Bills in Congress call for panels to conduct 'comparative effectiveness research.' Opponents say it could be the first step to government allocation of healthcare resources.
Should the US government mount a comprehensive effort to evaluate the strengths and weaknesses of various treatments for health conditions? That question is at the heart of a dispute over whether some provisions in the healthcare reform bills now under consideration in Congress eventually might lead to the rationing of care.
At issue is comparative effectiveness research, which tries to figure out just how well drugs, medical devices, and surgical techniques work, compared with alternatives. Both the House and current Senate versions of health legislation would expand exisitng federal efforts in this area.
To supporters, the move is a no-brainer way to try to increase the efficiency of the bloated US healthcare system. But opponents see it as something that Washington in time might use to restrict patient access to risky, unproven, or expensive treatments.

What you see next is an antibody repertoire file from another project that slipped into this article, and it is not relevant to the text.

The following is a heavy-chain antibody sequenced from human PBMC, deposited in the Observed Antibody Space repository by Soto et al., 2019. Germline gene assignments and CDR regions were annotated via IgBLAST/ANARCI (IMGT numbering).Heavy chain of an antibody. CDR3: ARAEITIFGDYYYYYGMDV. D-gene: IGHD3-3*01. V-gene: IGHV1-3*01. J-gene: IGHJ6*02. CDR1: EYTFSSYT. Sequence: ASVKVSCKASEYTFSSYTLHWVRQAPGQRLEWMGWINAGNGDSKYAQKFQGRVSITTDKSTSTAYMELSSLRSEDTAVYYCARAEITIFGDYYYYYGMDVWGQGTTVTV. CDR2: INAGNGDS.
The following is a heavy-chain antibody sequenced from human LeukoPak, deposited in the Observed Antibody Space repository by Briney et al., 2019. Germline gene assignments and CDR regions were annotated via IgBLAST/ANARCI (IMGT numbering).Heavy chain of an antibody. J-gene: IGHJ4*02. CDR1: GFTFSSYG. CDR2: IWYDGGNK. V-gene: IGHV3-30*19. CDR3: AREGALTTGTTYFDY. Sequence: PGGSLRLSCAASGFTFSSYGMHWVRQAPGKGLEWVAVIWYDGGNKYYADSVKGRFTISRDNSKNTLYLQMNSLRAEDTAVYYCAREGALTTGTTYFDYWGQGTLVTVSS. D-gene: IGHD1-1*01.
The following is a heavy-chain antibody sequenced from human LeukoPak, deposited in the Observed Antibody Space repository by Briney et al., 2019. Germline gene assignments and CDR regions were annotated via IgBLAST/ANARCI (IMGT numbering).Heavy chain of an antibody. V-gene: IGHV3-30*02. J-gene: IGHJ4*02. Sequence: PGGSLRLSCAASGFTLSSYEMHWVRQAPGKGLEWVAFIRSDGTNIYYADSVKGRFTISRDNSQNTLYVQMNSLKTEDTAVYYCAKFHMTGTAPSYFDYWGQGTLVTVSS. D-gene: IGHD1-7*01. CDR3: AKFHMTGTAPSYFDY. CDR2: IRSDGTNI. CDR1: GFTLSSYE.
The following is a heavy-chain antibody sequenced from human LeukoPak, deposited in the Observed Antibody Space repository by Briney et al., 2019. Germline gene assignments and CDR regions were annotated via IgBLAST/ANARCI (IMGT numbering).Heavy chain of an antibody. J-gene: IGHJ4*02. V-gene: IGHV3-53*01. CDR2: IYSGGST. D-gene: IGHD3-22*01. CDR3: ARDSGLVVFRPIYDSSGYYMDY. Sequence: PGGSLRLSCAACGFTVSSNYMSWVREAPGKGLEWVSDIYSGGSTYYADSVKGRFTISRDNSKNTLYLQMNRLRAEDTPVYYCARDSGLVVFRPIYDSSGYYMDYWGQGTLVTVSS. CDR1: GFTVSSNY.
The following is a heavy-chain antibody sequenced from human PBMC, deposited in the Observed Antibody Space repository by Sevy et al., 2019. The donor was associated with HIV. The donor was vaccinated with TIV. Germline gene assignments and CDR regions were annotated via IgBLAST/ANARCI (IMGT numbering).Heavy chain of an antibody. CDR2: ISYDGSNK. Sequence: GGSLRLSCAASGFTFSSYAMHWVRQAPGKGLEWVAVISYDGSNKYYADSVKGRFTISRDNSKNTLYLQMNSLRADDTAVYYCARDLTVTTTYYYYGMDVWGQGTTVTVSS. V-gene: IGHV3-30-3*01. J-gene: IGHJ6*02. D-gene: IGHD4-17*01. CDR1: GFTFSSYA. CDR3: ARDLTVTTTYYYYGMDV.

“Cost or a federal health board could be the deciding factor” in treatment decisions, concludes a Heritage Foundation critique of the issue.
Whether Congress approves healthcare reform or not, Washington will be overseeing substantial comparative effectiveness research. The stimulus bill that passed Congress earlier this year contained more than $1 billion for grants in the area.
But provisions contained in the fine print of both the House bill and the current most comprehensive piece of Senate legislation, produced by the Senate Health, Education and Labor committee, would centralize and enlarge US comparative effectiveness activity.
The House bill would establish a federal Center for Comparative Effectiveness Research under the Department of Health and Human Services. This new center would be empowered to “conduct, support, and synthesize” research on the “outcomes, effectiveness, and appropriateness” of healthcare services and procedures.